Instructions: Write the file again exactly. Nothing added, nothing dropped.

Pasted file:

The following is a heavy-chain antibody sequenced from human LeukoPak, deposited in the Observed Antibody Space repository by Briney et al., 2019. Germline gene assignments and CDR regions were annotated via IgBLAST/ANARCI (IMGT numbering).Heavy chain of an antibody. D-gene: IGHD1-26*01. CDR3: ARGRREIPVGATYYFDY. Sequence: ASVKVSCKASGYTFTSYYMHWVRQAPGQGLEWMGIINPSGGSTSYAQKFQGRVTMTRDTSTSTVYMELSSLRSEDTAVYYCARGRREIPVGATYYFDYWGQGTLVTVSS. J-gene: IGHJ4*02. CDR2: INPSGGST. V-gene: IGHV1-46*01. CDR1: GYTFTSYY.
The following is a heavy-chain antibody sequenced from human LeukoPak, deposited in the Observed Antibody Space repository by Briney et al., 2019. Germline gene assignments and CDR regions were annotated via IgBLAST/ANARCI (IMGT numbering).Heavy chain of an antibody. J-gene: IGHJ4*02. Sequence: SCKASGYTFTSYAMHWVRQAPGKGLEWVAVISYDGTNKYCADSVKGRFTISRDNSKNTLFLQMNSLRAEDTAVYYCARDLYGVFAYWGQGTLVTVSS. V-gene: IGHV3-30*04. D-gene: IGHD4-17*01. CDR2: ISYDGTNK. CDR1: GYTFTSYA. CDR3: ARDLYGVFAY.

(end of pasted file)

The following is a heavy-chain antibody sequenced from human LeukoPak, deposited in the Observed Antibody Space repository by Briney et al., 2019. Germline gene assignments and CDR regions were annotated via IgBLAST/ANARCI (IMGT numbering).Heavy chain of an antibody. D-gene: IGHD1-26*01. CDR3: ARGRREIPVGATYYFDY. Sequence: ASVKVSCKASGYTFTSYYMHWVRQAPGQGLEWMGIINPSGGSTSYAQKFQGRVTMTRDTSTSTVYMELSSLRSEDTAVYYCARGRREIPVGATYYFDYWGQGTLVTVSS. J-gene: IGHJ4*02. CDR2: INPSGGST. V-gene: IGHV1-46*01. CDR1: GYTFTSYY.
The following is a heavy-chain antibody sequenced from human LeukoPak, deposited in the Observed Antibody Space repository by Briney et al., 2019. Germline gene assignments and CDR regions were annotated via IgBLAST/ANARCI (IMGT numbering).Heavy chain of an antibody. J-gene: IGHJ4*02. Sequence: SCKASGYTFTSYAMHWVRQAPGKGLEWVAVISYDGTNKYCADSVKGRFTISRDNSKNTLFLQMNSLRAEDTAVYYCARDLYGVFAYWGQGTLVTVSS. V-gene: IGHV3-30*04. D-gene: IGHD4-17*01. CDR2: ISYDGTNK. CDR1: GYTFTSYA. CDR3: ARDLYGVFAY.